Browse All Articles > Finding GCD (Euclidean Algorithm)

The greatest common divisor (gcd) of two positive integers is their largest common divisor. Let's consider two numbers 12 and 20.

The divisors of 12 are**1**, **2**, 3, **4**, 6, 12

The divisors of 20 are**1**, **2**, **4**, 5, 10 20

The highest number among the common divisors of 12 and 20 is 4. The gcd of 12 and 20 is 4. We'll start finding our answer by taking minimum of 12 and 20 which is 12. We'll return the highest number between 12 and 1 which is divided by 12 and 20. The steps are given below:

Is 12 divided by 12 and 20? No, decrement 12 by 1 which is 11

Is 11 divided by 12 and 20? No, decrement 11 by 1 which is 10

Is 10 divided by 12 and 20? No, decrement 10 by 1 which is 9

......................................................................................................

......................................................................................................

Is 5 divided by 12 and 20? No, decrement 5 by 1 which is 4

Is 4 divided by 12 and 20?**Yes**, we return 4 as our answer.

The implementation of the above algorithm is -

The divisors of 540 are**1**, **2**, **3**, **4**, **5**, **6**, 9, **10**, **12**, **15**, 18, **20**, 27, **30**, 36, 45, 54, **60**, 90, 108, 135, 180, 270, 540

The divisors of 600 are**1**, **2**, **3**, **4**, **5**,** 6**, 8, **10**, **12**, **15**, **20**, 24 25, **30**, 40, 50, **60**, 75, 100, 120, 150, 200, 300, 600

The above algorithm is not optimal for this example because it performs many comparisons (starting from 540, decrementing by 1 for each iteration down to 60) to find the actual solution. So, the iteration keeps going (540, 539, 538, .........., 60) until we get 60.

There is another approach given below which is known as**Euclidean algorithm**. In this approach, we consider (600, 540) as a pair and divide the larger number by smaller one. This forms a new pair (540, 60) where 540 is the smaller number of previous pair and 60 is the difference between previous pair. This process repeats until one value of the pair becomes 0. This approach is faster and more efficient than the previous approach.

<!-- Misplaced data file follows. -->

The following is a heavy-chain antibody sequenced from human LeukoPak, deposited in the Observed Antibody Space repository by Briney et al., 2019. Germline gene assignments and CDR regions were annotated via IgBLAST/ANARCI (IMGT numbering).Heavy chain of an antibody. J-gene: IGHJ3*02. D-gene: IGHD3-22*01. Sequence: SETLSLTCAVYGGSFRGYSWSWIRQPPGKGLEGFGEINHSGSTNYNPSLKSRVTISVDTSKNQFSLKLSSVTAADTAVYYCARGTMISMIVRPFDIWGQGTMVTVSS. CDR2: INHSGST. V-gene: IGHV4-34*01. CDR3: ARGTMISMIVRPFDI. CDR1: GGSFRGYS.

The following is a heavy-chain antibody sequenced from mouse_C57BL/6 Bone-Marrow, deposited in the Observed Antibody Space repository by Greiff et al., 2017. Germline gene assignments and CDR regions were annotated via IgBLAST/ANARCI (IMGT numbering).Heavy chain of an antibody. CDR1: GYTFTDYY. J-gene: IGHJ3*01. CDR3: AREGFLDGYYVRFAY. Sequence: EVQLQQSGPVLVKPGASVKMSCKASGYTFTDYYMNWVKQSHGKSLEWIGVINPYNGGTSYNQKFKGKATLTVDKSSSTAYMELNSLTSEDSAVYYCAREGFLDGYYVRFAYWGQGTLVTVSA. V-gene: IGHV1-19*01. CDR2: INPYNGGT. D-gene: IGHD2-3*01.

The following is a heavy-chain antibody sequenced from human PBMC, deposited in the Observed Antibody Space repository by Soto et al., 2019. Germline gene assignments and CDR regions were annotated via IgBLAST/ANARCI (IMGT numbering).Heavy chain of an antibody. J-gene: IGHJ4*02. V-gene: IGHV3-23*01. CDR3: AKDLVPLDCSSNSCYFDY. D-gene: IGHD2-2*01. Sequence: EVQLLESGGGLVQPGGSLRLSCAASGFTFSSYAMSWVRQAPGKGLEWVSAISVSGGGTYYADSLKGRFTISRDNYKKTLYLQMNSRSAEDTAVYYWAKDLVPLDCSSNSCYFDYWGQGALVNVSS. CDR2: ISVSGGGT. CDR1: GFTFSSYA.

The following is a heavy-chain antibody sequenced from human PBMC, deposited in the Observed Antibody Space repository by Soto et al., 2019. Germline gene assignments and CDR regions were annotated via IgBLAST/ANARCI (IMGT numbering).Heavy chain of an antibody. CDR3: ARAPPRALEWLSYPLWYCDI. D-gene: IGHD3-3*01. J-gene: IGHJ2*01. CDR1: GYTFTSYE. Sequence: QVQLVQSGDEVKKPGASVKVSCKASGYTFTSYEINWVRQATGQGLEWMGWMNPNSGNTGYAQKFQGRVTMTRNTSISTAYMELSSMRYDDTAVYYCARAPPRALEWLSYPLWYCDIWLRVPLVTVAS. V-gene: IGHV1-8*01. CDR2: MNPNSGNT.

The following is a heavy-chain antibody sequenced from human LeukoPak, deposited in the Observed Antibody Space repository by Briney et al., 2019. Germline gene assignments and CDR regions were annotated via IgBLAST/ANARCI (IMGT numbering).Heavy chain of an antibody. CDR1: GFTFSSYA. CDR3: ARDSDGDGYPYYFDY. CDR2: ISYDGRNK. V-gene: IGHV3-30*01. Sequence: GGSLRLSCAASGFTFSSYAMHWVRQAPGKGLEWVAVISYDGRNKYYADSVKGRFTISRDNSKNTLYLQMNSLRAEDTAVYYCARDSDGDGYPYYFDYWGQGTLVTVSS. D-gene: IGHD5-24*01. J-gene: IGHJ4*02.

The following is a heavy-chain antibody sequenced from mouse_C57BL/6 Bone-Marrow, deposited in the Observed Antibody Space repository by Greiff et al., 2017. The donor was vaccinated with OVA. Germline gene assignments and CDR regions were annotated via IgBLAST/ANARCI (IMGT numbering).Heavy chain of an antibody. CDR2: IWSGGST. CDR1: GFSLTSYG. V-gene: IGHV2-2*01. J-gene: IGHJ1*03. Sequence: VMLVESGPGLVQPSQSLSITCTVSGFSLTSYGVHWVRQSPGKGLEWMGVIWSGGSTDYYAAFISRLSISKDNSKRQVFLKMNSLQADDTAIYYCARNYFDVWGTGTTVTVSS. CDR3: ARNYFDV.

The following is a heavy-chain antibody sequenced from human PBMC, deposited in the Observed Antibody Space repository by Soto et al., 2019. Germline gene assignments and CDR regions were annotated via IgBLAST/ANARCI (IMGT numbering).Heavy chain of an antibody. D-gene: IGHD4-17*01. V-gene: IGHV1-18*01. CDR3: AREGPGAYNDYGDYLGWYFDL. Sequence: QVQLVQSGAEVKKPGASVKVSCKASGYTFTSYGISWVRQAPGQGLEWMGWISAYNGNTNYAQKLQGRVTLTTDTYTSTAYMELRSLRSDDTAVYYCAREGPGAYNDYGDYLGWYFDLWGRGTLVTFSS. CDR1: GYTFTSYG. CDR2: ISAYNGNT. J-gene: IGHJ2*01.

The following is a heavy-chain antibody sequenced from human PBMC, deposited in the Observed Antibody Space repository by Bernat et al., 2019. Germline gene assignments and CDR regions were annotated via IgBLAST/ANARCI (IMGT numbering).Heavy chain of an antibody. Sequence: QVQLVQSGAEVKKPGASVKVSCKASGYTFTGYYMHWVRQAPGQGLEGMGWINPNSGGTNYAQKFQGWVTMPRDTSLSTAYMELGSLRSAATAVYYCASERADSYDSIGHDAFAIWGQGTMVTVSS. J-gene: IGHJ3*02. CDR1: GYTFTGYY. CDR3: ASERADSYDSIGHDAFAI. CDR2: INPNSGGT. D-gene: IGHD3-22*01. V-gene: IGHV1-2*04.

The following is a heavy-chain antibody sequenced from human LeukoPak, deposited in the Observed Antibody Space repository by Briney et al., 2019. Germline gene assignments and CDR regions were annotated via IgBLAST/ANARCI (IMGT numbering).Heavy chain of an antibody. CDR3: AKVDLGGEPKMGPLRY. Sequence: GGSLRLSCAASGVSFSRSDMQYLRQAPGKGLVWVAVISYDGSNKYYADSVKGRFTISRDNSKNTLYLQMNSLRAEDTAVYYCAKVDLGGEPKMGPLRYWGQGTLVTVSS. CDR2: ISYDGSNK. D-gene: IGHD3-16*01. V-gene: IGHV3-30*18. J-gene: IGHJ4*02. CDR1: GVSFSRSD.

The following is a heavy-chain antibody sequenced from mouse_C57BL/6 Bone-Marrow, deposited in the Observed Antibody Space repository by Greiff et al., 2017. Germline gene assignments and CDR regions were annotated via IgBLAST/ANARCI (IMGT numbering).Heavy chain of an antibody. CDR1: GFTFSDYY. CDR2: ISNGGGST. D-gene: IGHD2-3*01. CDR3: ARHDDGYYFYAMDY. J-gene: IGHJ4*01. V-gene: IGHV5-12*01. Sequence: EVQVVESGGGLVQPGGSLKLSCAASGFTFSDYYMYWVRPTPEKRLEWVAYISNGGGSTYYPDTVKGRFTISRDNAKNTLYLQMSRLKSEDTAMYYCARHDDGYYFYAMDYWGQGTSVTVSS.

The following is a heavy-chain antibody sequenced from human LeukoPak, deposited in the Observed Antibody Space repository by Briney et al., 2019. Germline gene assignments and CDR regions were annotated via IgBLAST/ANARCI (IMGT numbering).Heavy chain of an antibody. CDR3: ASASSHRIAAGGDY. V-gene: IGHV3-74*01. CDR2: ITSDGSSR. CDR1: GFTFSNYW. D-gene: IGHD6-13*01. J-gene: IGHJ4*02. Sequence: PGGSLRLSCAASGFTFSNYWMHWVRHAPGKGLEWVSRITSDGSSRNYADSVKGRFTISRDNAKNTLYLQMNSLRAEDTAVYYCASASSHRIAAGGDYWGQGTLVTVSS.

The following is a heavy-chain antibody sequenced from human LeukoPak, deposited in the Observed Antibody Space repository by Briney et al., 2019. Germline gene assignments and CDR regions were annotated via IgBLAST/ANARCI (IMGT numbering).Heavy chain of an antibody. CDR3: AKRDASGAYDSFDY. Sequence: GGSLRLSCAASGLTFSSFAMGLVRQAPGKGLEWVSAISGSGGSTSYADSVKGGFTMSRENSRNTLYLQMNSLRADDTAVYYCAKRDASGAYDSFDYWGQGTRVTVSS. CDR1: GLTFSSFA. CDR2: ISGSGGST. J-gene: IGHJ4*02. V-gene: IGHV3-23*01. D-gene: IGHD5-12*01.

The divisors of 12 are

The divisors of 20 are

The highest number among the common divisors of 12 and 20 is 4. The gcd of 12 and 20 is 4. We'll start finding our answer by taking minimum of 12 and 20 which is 12. We'll return the highest number between 12 and 1 which is divided by 12 and 20. The steps are given below:

Is 12 divided by 12 and 20? No, decrement 12 by 1 which is 11

Is 11 divided by 12 and 20? No, decrement 11 by 1 which is 10

Is 10 divided by 12 and 20? No, decrement 10 by 1 which is 9

..........................

..........................

Is 5 divided by 12 and 20? No, decrement 5 by 1 which is 4

Is 4 divided by 12 and 20?

The implementation of the above algorithm is -

```
public int gcd(int a, int b) {
for(int div = minimum(a, b); div >= 1; --div) {
if(a % div == 0 && b % div == 0) {
return div;
}
}
}
```

Let's consider two other numbers 540 and 600 and find their gcd. The divisors of 540 are

The divisors of 600 are

The above algorithm is not optimal for this example because it performs many comparisons (starting from 540, decrementing by 1 for each iteration down to 60) to find the actual solution. So, the iteration keeps going (540, 539, 538, .........., 60) until we get 60.

There is another approach given below which is known as

```
540 | 600 | 1
540
-----------------
60 | 540 | 9
540
------------------
X
That is, gcd(600, 540) = gcd(540, 600 mod 540)
= gcd(540, 540 mod 60)
= gcd(60, 0)
= 60
```

Euclidean algorithm is

```
public int gcdEucledian(int a, int b) {
while(b > 0) {
int temp = a % b;
a = b;
b = temp;
}
}
```

Please keep in mind that efficiency of algorithm really matters when we consider a very big number. The first approach will take forever to find the gcd of a pair that has a long long integer equal to or greater than 9,223,372,036,854,775,803. As a user would you ever use a calculator that takes 30 seconds or more to calculate gcd?

Get access with a 7-day free trial.

SIGN UP

Not ready to sign up? Try a week for free to see if you belong

## Comments (0)